Beware, Conan O’Brien; it’s later than you think

New NBC “Late Night” host Conan O’Brien was smoother during his second major press conference (the first came the day after he was chosen), but the questions betrayed the sort of built-in bias he’ll face as well as the laziness of many of the critics. “How are you going to be different?” Tell us your “new ways to be funny”– as opposed to what , the “old ways” to be funny?

Best of all, and with inadvertent honesty, one writer said petulantly, “We don’t know what you have done, so as a result we can’t judge you or prejudge you.”

The problem, of course, is that people are going to prejudge O’Brien, without giving him a chance to settle in and find a formula that works for the show. The same may hold true for Chevy Chase, but Chase has been in the spotlight before and at least has an established persona.

REMEMBER THAT LINE they kept repeating in the “Star Wars” trilogy, “I’ve got a bad feeling about this”? Those words seemed to echo through the halls last week during a TV critics tour session with Conan O’Brien. O’Brien, the host-designate of NBC’s “Late Night,” appears to be an affable, clever fellow. Still, it’s hard to believe that he or anybody else has a clear idea of the drubbing he may be facing. Critics, who can’t help but resent the opportunity this unknown, 30-year-old “kid” is being given, will likely be brutal. NBC, fearing the diminution of its latenight franchise, may be quick on the trigger finger. And viewers, with all those tempting latenight alternatives, will take a look but may quickly go elsewhere or simply to bed if they’re not immediately bowled over.

What’s forgotten is that it wasn’t always thus. No one cared much about the hour following “The Tonight Show” until David Letterman took it, molded it and, over time, developed it into a brilliant series with all sorts of continuing features to augment the host’s own disarming quirkiness.

Twelve years later, and the coverage of latenight has changed in the same way politicians can no longer count on minimal levels of deference and civility from the Washington press corps.

WITH THE DISPROPORTIONATE coverage of latenight spurred by the “Tonight Show” succession controversy, O’Brien will be under a microscope from the get-go. More pointedly, most newspapers will review the first episode with great fanfare, then not revisit the show to track its progress.

Similarly, the first night and premiere week ratings will be analyzed and discussed at length. The second week will be monitored for any appreciable improvement or drop-off. By the third week, a perception of the show’s performance, in the industry and among viewers, will have been established.

Lost in all this is that the “Late Night” audience is relatively small, and Letterman himself isn’t everyone’s cup of tea. Where someone like Jay Leno is funny, Letterman more than anything else can be described as clever — a quality both more elusive to achieve and, when it’s done right, more rewarding.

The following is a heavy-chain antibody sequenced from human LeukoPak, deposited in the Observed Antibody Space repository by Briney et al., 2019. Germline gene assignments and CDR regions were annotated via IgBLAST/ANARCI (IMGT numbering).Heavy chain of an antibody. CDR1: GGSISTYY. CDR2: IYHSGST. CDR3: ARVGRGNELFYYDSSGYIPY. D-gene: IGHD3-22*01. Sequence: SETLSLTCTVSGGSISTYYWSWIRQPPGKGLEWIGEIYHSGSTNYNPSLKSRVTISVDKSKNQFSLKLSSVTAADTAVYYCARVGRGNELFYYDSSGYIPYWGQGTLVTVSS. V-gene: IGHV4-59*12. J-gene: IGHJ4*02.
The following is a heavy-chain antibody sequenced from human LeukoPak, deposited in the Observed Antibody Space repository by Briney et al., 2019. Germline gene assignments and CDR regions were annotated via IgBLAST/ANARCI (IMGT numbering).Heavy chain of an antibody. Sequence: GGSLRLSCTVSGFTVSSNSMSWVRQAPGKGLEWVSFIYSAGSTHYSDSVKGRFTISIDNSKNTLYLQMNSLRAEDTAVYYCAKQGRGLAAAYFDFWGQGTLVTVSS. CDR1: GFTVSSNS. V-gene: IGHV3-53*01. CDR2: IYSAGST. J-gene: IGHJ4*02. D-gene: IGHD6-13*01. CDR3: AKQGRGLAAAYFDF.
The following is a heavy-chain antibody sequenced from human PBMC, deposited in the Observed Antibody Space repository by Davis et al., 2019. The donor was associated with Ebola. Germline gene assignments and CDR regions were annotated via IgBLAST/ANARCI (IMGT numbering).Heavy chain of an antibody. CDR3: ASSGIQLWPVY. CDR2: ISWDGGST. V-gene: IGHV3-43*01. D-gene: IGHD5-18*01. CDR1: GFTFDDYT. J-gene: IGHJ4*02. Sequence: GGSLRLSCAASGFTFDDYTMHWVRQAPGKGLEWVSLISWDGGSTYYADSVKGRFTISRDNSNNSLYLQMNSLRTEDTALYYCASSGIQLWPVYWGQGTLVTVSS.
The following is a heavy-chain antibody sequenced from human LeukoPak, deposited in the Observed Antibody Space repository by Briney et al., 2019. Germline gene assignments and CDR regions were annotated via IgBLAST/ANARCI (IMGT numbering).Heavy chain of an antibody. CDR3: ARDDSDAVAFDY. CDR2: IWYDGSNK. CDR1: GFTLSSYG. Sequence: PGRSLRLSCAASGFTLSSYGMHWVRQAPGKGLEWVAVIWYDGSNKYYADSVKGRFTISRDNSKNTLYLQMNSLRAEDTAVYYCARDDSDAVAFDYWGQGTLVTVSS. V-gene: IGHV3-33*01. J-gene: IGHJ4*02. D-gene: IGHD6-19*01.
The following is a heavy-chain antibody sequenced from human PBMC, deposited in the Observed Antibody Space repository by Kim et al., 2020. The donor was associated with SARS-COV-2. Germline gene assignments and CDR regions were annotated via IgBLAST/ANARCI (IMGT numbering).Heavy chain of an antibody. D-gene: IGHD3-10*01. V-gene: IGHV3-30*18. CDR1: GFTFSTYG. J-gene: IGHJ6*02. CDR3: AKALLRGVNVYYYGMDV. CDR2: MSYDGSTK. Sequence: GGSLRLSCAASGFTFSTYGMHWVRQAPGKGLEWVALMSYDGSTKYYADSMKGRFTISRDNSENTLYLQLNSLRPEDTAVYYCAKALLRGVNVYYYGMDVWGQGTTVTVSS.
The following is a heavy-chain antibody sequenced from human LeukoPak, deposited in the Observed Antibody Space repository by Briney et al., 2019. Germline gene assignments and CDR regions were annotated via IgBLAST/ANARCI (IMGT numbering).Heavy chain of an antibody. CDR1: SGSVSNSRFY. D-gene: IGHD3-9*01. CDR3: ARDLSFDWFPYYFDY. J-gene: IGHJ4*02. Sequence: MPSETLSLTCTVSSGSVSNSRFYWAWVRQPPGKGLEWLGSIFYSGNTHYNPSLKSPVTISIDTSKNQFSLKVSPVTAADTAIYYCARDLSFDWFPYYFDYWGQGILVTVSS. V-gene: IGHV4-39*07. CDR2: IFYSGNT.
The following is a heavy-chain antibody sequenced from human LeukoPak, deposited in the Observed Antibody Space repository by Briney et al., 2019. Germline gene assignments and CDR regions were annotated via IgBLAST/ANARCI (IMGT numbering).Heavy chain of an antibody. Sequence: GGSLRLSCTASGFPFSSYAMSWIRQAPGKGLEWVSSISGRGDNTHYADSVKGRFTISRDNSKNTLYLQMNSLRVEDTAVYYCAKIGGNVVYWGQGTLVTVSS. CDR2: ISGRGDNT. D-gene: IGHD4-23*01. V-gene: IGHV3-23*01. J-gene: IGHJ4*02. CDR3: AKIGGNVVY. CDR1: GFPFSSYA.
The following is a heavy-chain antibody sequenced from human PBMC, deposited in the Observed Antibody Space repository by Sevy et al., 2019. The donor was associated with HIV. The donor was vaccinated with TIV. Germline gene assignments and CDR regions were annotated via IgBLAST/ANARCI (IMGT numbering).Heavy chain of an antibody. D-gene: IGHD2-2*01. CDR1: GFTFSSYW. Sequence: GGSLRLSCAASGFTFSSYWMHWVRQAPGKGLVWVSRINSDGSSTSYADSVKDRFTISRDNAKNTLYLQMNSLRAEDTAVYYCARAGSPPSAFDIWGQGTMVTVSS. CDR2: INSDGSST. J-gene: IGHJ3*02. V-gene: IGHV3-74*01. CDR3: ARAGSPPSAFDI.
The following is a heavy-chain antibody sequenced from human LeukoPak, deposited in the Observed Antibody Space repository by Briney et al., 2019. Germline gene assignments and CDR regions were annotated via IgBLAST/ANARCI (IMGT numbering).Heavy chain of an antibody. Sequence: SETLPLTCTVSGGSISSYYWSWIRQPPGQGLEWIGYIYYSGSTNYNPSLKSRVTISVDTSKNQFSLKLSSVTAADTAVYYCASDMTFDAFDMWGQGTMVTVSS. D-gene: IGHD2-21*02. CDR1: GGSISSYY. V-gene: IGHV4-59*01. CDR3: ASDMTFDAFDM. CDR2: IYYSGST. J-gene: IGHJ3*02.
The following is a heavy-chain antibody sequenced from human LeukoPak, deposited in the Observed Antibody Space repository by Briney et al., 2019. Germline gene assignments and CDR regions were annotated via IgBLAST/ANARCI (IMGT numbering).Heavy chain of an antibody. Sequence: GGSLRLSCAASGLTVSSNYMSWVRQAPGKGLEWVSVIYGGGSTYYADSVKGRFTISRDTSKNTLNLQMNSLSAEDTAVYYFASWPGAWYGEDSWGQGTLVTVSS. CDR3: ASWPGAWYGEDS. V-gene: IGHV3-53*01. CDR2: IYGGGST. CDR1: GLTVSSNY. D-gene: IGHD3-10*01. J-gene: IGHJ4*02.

O’Brien will not only have to introduce himself to America but also step out of Letterman’s shadow — unlike Leno’s ascension after Johnny Carson, a task made more difficult by Letterman’s continued presence on CBS.

Letterman, who had to carefully avoid slipping on the critics’ adoring drool during his critics-tour appearance, called the tapping of O’Brien “very exciting” and said NBC “did a really nice thing” in giving him the job.

Maybe so, but when the critical barrage begins, O’Brien may not feel that way.

TRADE TALKS: Those who follow the sports page as well as the trades know that Tom Werner, whose Carsey-Werner Co. is responsible for “Roseanne” and “The Cosby Show,” hasn’t exactly endeared himself to San Diego baseball fans.

That’s because Werner and an investor group own the San Diego Padres and have been cutting loose much of the team’s high-priced talent, claiming that it’s necessary to ensure the financial viability of the franchise.

The approach makes sense, but why limit it to baseball? With economic troubles plaguing network TV, there would seem to be room for Werner to pull off some high-powered deals while reducing payroll. To wit:

Trade Roseanne Arnold for Rosie O’Donnell and two standup comediennes to be named later.

Send John Goodman to “The John Larroquette Show” for Lenny Clarke and rights to standup comic and former “Uncle Buck” star Kevin Meaney.

Take “Roseanne” in a new direction by trading rights to Laurie Metcalf and Sara Gilbert (who’ll be in college and receive limited playing time next season anyway) to Columbia for Katey Sagal and Christina Applegate of “Married … With Children.”

Syndication rights to “The Cosby Show,” which has been on the wane in terms of ratings, could be dealt to Disney in exchange for “Dinosaurs,””Blossom,” all pre-Loni Anderson episodes of “Nurses” and free trips to Disneyland through 1997 .

We could be onto something here. Next week: How many shows NBC would have to give up for rights to “Home Improvement.”

BUT WHAT DO YOU REALLY THINK? William Devane livened an otherwise dull Monday press-tour session for the new ABC series “Phenom” with his direct analysis of the Primetime Emmy Awards.

Both Devane and producer James L. Brooks — whose respective series “Knots Landing” and “The Simpsons” were snubbed — were asked how they felt about the nominations.

Brooks was somewhat diplomatic, proclaiming “The Simpsons” victims of “looks-ism,” but Devane didn’t pull any punches, calling the Emmys “a bunch of shit” voted on by “a lot of people who are out of work.””Knots,” he added, is “not an industry show because real people watch it.” The actor also chided a critic for a stupid question and, asked about stealing scenes in the “Phenom” pilot, said, “That’s my job.”

Your day job, maybe. All we can say is, Phil, Oprah, Montel, watch out.

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